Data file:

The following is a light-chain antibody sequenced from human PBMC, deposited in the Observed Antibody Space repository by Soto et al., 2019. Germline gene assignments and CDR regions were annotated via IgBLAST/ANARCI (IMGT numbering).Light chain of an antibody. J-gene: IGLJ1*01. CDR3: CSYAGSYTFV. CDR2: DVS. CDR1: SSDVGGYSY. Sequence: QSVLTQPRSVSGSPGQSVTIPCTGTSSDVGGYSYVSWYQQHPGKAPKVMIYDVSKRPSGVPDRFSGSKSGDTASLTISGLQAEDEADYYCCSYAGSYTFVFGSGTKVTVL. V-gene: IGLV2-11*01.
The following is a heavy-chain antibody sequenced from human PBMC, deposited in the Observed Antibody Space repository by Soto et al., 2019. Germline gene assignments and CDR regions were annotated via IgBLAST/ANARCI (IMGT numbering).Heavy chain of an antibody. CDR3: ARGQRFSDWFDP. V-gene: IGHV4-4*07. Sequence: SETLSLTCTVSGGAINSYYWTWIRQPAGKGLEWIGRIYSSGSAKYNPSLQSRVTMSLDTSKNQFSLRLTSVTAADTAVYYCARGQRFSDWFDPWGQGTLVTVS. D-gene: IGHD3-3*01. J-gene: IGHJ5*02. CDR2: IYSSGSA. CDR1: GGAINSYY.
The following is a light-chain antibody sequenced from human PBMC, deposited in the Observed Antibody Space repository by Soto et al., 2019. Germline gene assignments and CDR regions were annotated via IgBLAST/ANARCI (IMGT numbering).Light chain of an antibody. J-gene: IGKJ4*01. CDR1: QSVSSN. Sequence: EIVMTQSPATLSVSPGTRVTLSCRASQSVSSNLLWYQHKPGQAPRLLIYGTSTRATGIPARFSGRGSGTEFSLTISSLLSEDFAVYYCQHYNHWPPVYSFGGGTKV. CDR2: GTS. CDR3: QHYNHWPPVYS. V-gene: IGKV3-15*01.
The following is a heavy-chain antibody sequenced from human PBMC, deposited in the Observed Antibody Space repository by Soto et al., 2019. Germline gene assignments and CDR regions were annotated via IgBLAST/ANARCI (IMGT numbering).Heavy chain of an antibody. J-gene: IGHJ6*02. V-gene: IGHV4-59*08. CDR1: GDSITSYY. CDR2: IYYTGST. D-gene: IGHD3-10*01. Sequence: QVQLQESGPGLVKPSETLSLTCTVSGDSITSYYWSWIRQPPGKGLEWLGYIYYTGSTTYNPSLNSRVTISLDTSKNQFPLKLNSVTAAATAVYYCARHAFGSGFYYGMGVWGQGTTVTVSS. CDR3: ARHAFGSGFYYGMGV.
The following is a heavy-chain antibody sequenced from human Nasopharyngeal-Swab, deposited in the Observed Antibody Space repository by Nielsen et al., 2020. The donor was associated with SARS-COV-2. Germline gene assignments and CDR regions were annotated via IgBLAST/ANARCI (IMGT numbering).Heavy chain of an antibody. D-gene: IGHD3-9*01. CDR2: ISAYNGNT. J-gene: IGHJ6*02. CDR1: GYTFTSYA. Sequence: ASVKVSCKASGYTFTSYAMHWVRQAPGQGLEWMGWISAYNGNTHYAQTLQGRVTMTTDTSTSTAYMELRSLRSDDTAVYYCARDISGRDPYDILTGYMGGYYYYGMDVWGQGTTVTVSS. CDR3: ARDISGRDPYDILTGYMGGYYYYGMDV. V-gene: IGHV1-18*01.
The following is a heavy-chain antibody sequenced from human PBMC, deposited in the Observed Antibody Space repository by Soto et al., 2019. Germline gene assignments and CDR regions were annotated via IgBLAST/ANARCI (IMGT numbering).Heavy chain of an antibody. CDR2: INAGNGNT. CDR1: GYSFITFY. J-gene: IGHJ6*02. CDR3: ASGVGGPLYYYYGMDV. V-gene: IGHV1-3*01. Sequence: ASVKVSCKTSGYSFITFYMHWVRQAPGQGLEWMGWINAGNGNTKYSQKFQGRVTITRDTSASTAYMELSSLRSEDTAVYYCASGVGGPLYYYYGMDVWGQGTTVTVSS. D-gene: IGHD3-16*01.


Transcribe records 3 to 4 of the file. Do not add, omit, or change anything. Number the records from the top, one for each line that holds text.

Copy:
The following is a light-chain antibody sequenced from human PBMC, deposited in the Observed Antibody Space repository by Soto et al., 2019. Germline gene assignments and CDR regions were annotated via IgBLAST/ANARCI (IMGT numbering).Light chain of an antibody. J-gene: IGKJ4*01. CDR1: QSVSSN. Sequence: EIVMTQSPATLSVSPGTRVTLSCRASQSVSSNLLWYQHKPGQAPRLLIYGTSTRATGIPARFSGRGSGTEFSLTISSLLSEDFAVYYCQHYNHWPPVYSFGGGTKV. CDR2: GTS. CDR3: QHYNHWPPVYS. V-gene: IGKV3-15*01.
The following is a heavy-chain antibody sequenced from human PBMC, deposited in the Observed Antibody Space repository by Soto et al., 2019. Germline gene assignments and CDR regions were annotated via IgBLAST/ANARCI (IMGT numbering).Heavy chain of an antibody. J-gene: IGHJ6*02. V-gene: IGHV4-59*08. CDR1: GDSITSYY. CDR2: IYYTGST. D-gene: IGHD3-10*01. Sequence: QVQLQESGPGLVKPSETLSLTCTVSGDSITSYYWSWIRQPPGKGLEWLGYIYYTGSTTYNPSLNSRVTISLDTSKNQFPLKLNSVTAAATAVYYCARHAFGSGFYYGMGVWGQGTTVTVSS. CDR3: ARHAFGSGFYYGMGV.